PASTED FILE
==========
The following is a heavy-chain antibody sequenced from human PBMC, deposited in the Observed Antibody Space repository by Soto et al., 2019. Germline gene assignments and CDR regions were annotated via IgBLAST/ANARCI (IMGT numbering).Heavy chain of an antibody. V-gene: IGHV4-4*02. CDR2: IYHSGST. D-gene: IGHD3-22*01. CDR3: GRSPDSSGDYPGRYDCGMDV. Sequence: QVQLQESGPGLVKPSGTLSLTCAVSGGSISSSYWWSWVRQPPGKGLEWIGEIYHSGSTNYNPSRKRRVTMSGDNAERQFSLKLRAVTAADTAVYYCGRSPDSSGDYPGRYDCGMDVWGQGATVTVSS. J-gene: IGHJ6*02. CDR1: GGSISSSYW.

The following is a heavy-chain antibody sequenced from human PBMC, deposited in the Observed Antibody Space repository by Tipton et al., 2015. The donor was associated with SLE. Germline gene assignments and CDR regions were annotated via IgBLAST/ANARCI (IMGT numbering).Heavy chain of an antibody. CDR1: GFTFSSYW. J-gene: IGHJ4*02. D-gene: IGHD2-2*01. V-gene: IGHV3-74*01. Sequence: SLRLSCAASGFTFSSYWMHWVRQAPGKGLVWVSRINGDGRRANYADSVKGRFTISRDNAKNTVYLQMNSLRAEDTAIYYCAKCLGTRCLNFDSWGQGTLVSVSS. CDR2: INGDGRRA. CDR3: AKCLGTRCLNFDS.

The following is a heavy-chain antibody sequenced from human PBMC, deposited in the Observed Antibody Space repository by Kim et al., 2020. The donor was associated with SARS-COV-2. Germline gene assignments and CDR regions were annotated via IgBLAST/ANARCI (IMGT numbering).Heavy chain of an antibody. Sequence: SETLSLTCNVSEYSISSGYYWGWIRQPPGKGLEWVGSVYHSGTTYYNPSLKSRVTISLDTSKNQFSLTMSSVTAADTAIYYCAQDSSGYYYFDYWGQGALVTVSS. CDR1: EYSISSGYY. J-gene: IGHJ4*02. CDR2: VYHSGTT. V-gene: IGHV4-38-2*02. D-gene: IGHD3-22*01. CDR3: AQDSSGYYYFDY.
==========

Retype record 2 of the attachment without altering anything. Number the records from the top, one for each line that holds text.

The following is a heavy-chain antibody sequenced from human PBMC, deposited in the Observed Antibody Space repository by Tipton et al., 2015. The donor was associated with SLE. Germline gene assignments and CDR regions were annotated via IgBLAST/ANARCI (IMGT numbering).Heavy chain of an antibody. CDR1: GFTFSSYW. J-gene: IGHJ4*02. D-gene: IGHD2-2*01. V-gene: IGHV3-74*01. Sequence: SLRLSCAASGFTFSSYWMHWVRQAPGKGLVWVSRINGDGRRANYADSVKGRFTISRDNAKNTVYLQMNSLRAEDTAIYYCAKCLGTRCLNFDSWGQGTLVSVSS. CDR2: INGDGRRA. CDR3: AKCLGTRCLNFDS.